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It seems “green salt,” salt made from various species of salicornia, is having a moment. I’ve been making it for a decade, and I learned the general idea from the Tlingit of Alaska, who have been using dried sea beans, as they are most commonly known in the US, for millennia.
Recently, I’ve seen publications like the New York Times write about green salt, and I actually saw some for sale in Monterrey, Mexico, where it was labeled sal verde, which is just “green salt” in Spanish. The main seller of this stuff appears to be a company in Ensenada, Mexico. Nice to see a business in Baja taking off.
Apparently green salt is lower in sodium than regular salt, with added nutrients and fiber. Yeah, cool, cool. I just like the stuff because a) it’s pretty, and b) I can make it easily. And so can you.
Making green salt at home is super simple — if you live near the ocean, or where its only ingredient, salicornia, lives. There are many species of this plant, and most live along the ocean. But not all. It will live in the alkali areas of the Great Basin, Manitoba and elsewhere.
I’ve been eating salicornia, which I grew up calling saltwort — samphire, glasswort, pickleweed, sea beans, sea asparagus, and chicken feet are just some of this plant’s other names — since I was a toddler. They are one of my all-time favorite vegetables: Briny and crunchy, they are by far the best thing to add punch to a tuna or seafood salad, and they make great pickles, too. (There’s a recipe for pickled sea beans in my first book.)
But it wasn’t until 2013 when I thought about drying them.
I was up in Kake, Alaska with my friend Tyson Fick, and we went to the home of a Tlingit woman named Kim Moler; Kim showed us a variety of traditional ways to preserve native foods. One of the things she showed us was a little jar of dried sticks.
Only they weren’t sticks. They were dried sea beans. Kim said she used these dehydrated sea beans as a seasoning all winter. I tasted some. Very crunchy (salicornia has a lot of silica in it), briny and fun to eat. Interesting… It immediately occurred to me that you might be able to make a green salt from them, if you could grind the dried sea beans into a powder.
I couldn’t wait to give it a go once I returned home. I started with about 12 ounces of fresh sea beans.
Kim’s dried sea beans had turned olive drab, so I decided to blanch mine by boiling them in salty water for 2 minutes, then shocking them in an ice water bath. This set the color pretty well.
Then I put them in my dehydrator set to 105°F overnight. I wanted them completely dried out and crunchy. When they came out they looked like this:
This is basically what Kim’s looked like, albeit a little greener. Not sure if blanching did any good, but I’d like to think it did. From there, I had to figure out how to grind them. I started by breaking the sea beans into little pieces by hand and then stuffing them into a standard spice grinder. That worked well, and by using a fine-mesh strainer I started to get some pretty green powder.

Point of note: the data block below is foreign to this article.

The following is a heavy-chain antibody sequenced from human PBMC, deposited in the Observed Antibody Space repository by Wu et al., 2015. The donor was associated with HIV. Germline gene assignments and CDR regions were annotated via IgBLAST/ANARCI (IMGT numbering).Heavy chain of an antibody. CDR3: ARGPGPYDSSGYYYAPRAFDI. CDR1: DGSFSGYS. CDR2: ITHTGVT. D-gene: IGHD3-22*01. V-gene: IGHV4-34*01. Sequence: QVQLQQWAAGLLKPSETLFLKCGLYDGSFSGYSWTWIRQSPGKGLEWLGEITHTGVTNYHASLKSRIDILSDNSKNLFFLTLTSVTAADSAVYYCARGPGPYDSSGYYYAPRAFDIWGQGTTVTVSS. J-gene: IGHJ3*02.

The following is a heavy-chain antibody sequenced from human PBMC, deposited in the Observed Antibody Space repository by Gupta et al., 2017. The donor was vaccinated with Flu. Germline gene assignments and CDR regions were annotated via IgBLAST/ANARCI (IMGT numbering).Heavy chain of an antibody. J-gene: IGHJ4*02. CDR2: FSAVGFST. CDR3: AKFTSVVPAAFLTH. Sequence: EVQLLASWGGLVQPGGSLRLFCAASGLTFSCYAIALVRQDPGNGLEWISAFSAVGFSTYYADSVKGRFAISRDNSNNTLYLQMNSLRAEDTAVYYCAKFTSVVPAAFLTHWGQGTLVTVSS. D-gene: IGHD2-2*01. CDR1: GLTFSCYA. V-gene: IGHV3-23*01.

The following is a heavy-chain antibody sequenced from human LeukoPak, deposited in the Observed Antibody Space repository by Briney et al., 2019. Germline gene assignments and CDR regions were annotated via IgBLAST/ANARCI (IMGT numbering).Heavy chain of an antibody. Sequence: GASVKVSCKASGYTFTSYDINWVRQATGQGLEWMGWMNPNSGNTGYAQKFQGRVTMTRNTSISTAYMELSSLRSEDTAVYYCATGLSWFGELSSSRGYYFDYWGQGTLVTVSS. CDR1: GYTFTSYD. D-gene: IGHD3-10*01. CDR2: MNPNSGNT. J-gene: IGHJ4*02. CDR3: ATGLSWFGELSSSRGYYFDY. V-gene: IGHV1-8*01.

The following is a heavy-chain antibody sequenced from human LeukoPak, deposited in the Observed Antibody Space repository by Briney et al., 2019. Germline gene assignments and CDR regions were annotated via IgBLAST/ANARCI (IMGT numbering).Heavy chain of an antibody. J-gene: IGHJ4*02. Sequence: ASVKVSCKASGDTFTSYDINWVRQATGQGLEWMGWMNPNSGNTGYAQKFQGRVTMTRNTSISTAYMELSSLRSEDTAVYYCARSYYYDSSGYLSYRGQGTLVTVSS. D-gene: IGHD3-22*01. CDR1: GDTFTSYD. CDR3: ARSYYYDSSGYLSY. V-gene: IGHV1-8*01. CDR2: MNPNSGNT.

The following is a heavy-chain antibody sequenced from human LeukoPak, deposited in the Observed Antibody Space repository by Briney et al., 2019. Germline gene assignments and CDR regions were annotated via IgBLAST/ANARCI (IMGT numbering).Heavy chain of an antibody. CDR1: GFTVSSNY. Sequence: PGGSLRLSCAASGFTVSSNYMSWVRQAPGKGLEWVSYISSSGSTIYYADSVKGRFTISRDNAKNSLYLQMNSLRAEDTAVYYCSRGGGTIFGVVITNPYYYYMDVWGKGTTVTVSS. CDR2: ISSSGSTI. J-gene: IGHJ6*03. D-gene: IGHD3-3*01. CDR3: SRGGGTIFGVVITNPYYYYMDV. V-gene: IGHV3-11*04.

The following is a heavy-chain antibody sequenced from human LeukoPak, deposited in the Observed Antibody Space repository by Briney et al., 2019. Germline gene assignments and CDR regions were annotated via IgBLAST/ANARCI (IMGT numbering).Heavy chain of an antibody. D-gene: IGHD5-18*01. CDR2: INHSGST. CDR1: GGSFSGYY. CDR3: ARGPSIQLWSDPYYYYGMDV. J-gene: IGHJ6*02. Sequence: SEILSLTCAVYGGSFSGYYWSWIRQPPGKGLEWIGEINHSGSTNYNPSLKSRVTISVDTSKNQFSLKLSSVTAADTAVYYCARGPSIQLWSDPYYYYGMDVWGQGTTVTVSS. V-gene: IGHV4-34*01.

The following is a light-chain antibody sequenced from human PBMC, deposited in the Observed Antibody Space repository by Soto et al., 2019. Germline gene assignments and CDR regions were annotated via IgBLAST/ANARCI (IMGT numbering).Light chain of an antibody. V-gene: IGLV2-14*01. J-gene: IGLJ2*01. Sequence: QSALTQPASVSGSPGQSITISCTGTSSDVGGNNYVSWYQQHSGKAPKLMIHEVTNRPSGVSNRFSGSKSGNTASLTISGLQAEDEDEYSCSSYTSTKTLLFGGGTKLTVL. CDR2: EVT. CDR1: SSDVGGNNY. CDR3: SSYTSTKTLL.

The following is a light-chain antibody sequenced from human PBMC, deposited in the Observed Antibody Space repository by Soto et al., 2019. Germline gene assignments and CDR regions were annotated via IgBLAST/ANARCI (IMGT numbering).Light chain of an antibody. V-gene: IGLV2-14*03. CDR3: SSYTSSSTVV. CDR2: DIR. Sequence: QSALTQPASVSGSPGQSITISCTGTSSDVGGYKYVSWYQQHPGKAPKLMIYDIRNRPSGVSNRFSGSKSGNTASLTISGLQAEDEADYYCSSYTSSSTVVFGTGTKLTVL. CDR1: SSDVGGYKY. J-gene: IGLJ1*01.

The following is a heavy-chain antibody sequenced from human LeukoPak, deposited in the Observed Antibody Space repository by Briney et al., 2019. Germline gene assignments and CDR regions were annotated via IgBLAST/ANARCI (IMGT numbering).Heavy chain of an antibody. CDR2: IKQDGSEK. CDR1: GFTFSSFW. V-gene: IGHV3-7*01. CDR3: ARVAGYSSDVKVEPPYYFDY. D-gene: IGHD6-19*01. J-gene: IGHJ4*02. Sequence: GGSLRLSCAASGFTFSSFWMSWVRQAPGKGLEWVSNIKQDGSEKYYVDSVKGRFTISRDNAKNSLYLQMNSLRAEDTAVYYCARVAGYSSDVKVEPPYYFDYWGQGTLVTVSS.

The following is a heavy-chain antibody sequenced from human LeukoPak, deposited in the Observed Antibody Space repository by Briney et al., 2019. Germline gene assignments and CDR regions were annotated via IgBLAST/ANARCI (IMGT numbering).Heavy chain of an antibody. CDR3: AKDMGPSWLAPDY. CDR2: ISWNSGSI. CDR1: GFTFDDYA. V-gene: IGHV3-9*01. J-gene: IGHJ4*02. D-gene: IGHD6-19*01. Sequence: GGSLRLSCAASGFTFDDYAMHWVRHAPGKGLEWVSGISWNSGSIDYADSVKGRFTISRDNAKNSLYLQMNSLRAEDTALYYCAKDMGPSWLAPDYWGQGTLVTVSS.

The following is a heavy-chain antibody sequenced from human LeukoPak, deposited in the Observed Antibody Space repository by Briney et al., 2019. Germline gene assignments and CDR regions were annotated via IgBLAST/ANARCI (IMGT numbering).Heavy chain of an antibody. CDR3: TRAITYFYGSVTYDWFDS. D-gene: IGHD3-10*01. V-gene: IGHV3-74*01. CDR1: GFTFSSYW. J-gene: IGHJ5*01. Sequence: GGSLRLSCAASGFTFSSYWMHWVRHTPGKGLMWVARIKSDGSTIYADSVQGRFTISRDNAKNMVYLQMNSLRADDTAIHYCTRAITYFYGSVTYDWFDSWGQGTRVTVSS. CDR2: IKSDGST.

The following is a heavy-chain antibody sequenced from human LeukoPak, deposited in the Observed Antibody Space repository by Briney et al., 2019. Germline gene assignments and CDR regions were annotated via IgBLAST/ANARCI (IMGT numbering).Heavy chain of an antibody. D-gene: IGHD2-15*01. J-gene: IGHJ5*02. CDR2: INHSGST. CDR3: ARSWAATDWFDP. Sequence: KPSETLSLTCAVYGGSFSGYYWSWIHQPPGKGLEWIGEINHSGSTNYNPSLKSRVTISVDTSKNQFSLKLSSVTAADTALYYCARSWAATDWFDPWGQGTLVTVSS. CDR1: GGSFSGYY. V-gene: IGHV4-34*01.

But I noticed there was a hard core that was not grinding very well. This I took care of the old-fashioned way: With a big ole’ mortar and pestle.
It took a good 4 to 5 minutes to grind everything to a fine powder, but it worked. Green salt. Voila!
Nowadays I have a spiffy Vitamix blender with a dry bowl attachment that does the trick in about 2 minutes. But the regular spice grinder + mortar and pestle works really well if your blender isn’t fantabulous.
The result is a unique, salty, vegetal powder that works beautifully sprinkled on white fish. I poached some rockfish in butter, then sprinkled the green salt on top. Super pretty!
Green salt will keep at room temperature, in a dark place, for years. It will brown over time, though, so if you don’t plan on using it a lot, keep some in the freezer.
The only drawback: A very low yield. Just about 12 ounces of fresh sea beans ground down into less than 1/4 cup of sea bean salt. But it was totally worth the effort, and salicornia often grows in swaths larger than football fields, so you can make more — just check your local regulations to make sure it’s legal to pick in your area.
How to Make Green Salt
- 12 ounces sea beans (salicornia species)
- Wash your sea beans well to remove any sand they might have on them.
- OPTIONAL STEP: Boil your sea beans in salty water for 1 to 2 minutes, then shock them in a bowl of ice water. This is only for color. The blanching step keeps the salt greener.
- Dehydrate between 90°F and 105°F until hard and brittle, about 8 to 12 hours.
- Break up the dried sea beans with your fingers, then grind in a spice grinder or a strong blender with a dry blade attachment. Sift the powder to remove any larger bits, and regrind those either in the grinder, or with a mortar and pestle.
- Store in a closed container in the dark indefinitely. It will brown slowly over time, so if you don't use it often, keep it in the freezer.
Nutrition information is automatically calculated, so should only be used as an approximation.